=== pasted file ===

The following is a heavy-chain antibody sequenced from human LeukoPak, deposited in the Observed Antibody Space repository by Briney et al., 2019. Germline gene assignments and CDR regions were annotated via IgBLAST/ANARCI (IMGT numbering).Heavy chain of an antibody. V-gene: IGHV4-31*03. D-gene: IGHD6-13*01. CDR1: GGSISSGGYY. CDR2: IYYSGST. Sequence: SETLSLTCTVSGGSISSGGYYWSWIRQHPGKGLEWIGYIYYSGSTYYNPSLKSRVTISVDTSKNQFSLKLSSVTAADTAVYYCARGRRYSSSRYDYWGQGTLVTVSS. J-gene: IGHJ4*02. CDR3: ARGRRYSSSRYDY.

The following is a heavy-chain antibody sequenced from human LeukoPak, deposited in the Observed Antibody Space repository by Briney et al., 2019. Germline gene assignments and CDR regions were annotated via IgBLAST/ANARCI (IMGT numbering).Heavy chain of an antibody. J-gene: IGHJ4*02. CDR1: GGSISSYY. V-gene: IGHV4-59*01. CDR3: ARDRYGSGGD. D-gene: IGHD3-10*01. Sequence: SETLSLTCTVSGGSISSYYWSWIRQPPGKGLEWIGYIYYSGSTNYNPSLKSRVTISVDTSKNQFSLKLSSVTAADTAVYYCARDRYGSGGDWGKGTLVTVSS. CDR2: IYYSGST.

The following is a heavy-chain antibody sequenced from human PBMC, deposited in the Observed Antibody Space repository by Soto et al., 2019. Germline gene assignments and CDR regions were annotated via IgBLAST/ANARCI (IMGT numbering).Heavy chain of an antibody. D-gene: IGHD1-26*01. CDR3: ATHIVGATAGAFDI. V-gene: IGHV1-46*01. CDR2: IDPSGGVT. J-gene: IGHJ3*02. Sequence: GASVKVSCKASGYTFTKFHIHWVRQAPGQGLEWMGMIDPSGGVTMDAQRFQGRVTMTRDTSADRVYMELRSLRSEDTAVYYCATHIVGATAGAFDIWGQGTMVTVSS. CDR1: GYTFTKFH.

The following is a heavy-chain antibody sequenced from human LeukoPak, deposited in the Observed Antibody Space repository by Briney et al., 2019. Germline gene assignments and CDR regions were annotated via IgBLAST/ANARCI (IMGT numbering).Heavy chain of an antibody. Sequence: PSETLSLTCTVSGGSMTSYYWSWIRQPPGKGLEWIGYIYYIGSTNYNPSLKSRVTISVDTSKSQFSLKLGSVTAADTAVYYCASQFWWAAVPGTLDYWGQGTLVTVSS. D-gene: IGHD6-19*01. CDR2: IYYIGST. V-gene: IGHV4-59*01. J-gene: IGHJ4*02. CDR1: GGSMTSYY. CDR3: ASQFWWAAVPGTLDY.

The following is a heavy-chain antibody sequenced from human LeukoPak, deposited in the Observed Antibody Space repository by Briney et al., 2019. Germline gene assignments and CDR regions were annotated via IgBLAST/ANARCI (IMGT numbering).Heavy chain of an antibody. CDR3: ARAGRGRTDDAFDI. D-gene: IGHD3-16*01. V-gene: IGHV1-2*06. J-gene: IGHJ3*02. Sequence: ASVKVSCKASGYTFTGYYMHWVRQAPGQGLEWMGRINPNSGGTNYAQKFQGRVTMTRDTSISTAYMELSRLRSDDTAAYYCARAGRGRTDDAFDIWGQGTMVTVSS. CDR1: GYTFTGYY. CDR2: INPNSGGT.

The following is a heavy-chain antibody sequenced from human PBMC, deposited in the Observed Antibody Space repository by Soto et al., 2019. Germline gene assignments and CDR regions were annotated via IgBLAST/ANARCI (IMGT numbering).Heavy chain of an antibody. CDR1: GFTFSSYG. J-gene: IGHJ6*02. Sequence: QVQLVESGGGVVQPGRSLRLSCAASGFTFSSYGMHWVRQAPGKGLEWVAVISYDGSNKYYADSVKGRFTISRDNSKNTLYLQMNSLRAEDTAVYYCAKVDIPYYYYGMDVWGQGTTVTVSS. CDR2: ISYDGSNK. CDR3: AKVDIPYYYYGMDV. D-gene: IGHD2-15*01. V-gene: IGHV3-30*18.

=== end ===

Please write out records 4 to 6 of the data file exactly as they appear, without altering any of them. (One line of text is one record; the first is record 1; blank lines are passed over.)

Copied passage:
The following is a heavy-chain antibody sequenced from human LeukoPak, deposited in the Observed Antibody Space repository by Briney et al., 2019. Germline gene assignments and CDR regions were annotated via IgBLAST/ANARCI (IMGT numbering).Heavy chain of an antibody. Sequence: PSETLSLTCTVSGGSMTSYYWSWIRQPPGKGLEWIGYIYYIGSTNYNPSLKSRVTISVDTSKSQFSLKLGSVTAADTAVYYCASQFWWAAVPGTLDYWGQGTLVTVSS. D-gene: IGHD6-19*01. CDR2: IYYIGST. V-gene: IGHV4-59*01. J-gene: IGHJ4*02. CDR1: GGSMTSYY. CDR3: ASQFWWAAVPGTLDY.

The following is a heavy-chain antibody sequenced from human LeukoPak, deposited in the Observed Antibody Space repository by Briney et al., 2019. Germline gene assignments and CDR regions were annotated via IgBLAST/ANARCI (IMGT numbering).Heavy chain of an antibody. CDR3: ARAGRGRTDDAFDI. D-gene: IGHD3-16*01. V-gene: IGHV1-2*06. J-gene: IGHJ3*02. Sequence: ASVKVSCKASGYTFTGYYMHWVRQAPGQGLEWMGRINPNSGGTNYAQKFQGRVTMTRDTSISTAYMELSRLRSDDTAAYYCARAGRGRTDDAFDIWGQGTMVTVSS. CDR1: GYTFTGYY. CDR2: INPNSGGT.

The following is a heavy-chain antibody sequenced from human PBMC, deposited in the Observed Antibody Space repository by Soto et al., 2019. Germline gene assignments and CDR regions were annotated via IgBLAST/ANARCI (IMGT numbering).Heavy chain of an antibody. CDR1: GFTFSSYG. J-gene: IGHJ6*02. Sequence: QVQLVESGGGVVQPGRSLRLSCAASGFTFSSYGMHWVRQAPGKGLEWVAVISYDGSNKYYADSVKGRFTISRDNSKNTLYLQMNSLRAEDTAVYYCAKVDIPYYYYGMDVWGQGTTVTVSS. CDR2: ISYDGSNK. CDR3: AKVDIPYYYYGMDV. D-gene: IGHD2-15*01. V-gene: IGHV3-30*18.